Helen Zille. Picture: THE TIMES
Helen Zille. Picture: THE TIMES

Helen Zille inherited the spirit of Helen Suzman in the sense that the driving force of both was for a free-from-repression and prosperous SA. Both ladies epitomise the will of an invincible people and a land with a destiny, and made enormous sacrifices to help achieve the new dispensation. Zille, at great risk to herself, exposed the police brutality behind Steve Biko’s death and was also a member of the Black Sash. For both activities she was intimidated and persecuted for many years.

In the hearts of many South Africans Zille was (and still is) motivated by her love for our country and its people. Her ongoing commitment to providing an alternative to the apartheid government (then) and to the corrupt, dysfunctional ANC (now) is a well-written page. Unlike the vast majority, Zille stood very much alone (as did other notable struggle icons).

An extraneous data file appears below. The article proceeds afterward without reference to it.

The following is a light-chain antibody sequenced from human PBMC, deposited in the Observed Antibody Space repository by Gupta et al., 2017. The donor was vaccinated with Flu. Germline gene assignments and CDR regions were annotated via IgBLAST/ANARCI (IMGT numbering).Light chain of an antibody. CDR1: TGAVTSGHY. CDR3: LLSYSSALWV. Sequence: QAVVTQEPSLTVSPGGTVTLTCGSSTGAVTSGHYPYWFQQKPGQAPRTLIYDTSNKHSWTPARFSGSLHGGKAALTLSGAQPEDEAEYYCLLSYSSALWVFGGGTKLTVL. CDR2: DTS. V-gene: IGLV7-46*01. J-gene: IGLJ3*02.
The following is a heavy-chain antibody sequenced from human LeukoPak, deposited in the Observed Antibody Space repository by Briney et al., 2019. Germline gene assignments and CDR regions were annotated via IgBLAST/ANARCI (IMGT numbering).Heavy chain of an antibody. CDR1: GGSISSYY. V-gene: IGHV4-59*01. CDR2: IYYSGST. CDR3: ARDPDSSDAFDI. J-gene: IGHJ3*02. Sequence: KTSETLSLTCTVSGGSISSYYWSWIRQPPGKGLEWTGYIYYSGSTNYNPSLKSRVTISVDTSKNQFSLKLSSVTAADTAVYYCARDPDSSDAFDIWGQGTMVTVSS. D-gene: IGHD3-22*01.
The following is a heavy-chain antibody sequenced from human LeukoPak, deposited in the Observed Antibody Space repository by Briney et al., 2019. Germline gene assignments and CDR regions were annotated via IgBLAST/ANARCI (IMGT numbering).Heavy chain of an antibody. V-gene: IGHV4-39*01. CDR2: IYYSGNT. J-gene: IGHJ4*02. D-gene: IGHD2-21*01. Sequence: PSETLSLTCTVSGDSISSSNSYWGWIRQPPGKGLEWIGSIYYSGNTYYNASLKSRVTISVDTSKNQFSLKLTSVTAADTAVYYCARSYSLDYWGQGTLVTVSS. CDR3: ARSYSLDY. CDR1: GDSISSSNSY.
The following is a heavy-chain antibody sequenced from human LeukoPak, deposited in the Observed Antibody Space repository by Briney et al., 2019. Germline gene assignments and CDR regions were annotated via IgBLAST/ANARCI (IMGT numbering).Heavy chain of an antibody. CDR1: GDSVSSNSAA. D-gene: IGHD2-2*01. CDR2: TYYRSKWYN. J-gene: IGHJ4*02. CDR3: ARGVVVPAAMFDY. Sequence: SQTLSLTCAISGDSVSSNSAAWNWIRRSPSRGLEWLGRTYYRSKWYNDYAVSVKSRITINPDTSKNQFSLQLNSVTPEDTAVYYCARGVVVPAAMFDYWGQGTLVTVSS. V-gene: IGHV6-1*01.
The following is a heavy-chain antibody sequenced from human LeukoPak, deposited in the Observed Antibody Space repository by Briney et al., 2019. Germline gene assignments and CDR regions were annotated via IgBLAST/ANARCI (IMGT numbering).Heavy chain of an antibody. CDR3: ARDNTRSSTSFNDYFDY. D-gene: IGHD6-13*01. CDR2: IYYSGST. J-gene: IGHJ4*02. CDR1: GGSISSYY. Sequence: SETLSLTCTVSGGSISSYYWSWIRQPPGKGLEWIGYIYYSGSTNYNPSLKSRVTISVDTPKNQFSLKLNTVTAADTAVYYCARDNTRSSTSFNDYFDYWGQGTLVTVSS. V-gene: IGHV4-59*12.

In the current, self-serving scramble for power there are many, on all sides of the spectrum, who depict Zille as power-hungry, interfering and racist. The ANC depicts her as DA leader Mmusi Maimane’s "madam", and Maimane sadly lacks the gravitas to expose their political chicanery. Lacking heart, the DA is edging Zille out.

But the reason Zille remains relevant is that patriotic South Africans (and there are many) know her for her track record of defeating self-serving politicians — her driving spirit made possible the "politics of coalition", partially unseating the ANC. Had it succeeded entirely, Zille would have retired gracefully (and thankfully, I suspect), to enjoy peace of mind in what is left of her life. In our current political mess we need her, and others like her, more than ever.

As things stand, I believe if Zille were to step sideways, at least 80% of the DA’s thoroughly disillusioned support base would follow her unhesitatingly.

Sandy Johnston
Port Elizabeth

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